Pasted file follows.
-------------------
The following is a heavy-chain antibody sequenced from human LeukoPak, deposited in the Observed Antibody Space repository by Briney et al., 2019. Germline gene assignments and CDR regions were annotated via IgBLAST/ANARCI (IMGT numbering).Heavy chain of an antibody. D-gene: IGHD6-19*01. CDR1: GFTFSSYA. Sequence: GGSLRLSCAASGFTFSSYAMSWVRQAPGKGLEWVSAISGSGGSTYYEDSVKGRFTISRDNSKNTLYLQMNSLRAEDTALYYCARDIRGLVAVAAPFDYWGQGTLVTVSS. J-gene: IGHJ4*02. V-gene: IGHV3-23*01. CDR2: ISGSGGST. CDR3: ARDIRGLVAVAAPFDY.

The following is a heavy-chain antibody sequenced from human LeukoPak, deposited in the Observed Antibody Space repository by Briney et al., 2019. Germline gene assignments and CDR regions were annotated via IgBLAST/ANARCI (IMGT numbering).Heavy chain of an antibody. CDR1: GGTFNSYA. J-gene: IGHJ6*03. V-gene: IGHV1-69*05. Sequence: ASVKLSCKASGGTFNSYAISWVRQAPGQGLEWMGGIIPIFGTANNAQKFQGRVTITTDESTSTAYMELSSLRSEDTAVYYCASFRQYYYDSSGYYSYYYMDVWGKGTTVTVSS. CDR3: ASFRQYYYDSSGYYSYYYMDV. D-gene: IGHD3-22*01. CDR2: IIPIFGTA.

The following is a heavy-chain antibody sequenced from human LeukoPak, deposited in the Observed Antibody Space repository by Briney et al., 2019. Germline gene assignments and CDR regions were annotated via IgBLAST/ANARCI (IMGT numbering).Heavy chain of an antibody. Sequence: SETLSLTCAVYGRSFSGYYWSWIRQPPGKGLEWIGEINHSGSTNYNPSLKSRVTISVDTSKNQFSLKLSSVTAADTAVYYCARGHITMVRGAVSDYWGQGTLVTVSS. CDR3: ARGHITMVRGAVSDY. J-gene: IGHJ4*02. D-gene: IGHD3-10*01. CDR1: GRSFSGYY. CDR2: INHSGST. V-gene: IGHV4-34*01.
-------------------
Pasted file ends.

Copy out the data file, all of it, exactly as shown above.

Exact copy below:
The following is a heavy-chain antibody sequenced from human LeukoPak, deposited in the Observed Antibody Space repository by Briney et al., 2019. Germline gene assignments and CDR regions were annotated via IgBLAST/ANARCI (IMGT numbering).Heavy chain of an antibody. D-gene: IGHD6-19*01. CDR1: GFTFSSYA. Sequence: GGSLRLSCAASGFTFSSYAMSWVRQAPGKGLEWVSAISGSGGSTYYEDSVKGRFTISRDNSKNTLYLQMNSLRAEDTALYYCARDIRGLVAVAAPFDYWGQGTLVTVSS. J-gene: IGHJ4*02. V-gene: IGHV3-23*01. CDR2: ISGSGGST. CDR3: ARDIRGLVAVAAPFDY.

The following is a heavy-chain antibody sequenced from human LeukoPak, deposited in the Observed Antibody Space repository by Briney et al., 2019. Germline gene assignments and CDR regions were annotated via IgBLAST/ANARCI (IMGT numbering).Heavy chain of an antibody. CDR1: GGTFNSYA. J-gene: IGHJ6*03. V-gene: IGHV1-69*05. Sequence: ASVKLSCKASGGTFNSYAISWVRQAPGQGLEWMGGIIPIFGTANNAQKFQGRVTITTDESTSTAYMELSSLRSEDTAVYYCASFRQYYYDSSGYYSYYYMDVWGKGTTVTVSS. CDR3: ASFRQYYYDSSGYYSYYYMDV. D-gene: IGHD3-22*01. CDR2: IIPIFGTA.

The following is a heavy-chain antibody sequenced from human LeukoPak, deposited in the Observed Antibody Space repository by Briney et al., 2019. Germline gene assignments and CDR regions were annotated via IgBLAST/ANARCI (IMGT numbering).Heavy chain of an antibody. Sequence: SETLSLTCAVYGRSFSGYYWSWIRQPPGKGLEWIGEINHSGSTNYNPSLKSRVTISVDTSKNQFSLKLSSVTAADTAVYYCARGHITMVRGAVSDYWGQGTLVTVSS. CDR3: ARGHITMVRGAVSDY. J-gene: IGHJ4*02. D-gene: IGHD3-10*01. CDR1: GRSFSGYY. CDR2: INHSGST. V-gene: IGHV4-34*01.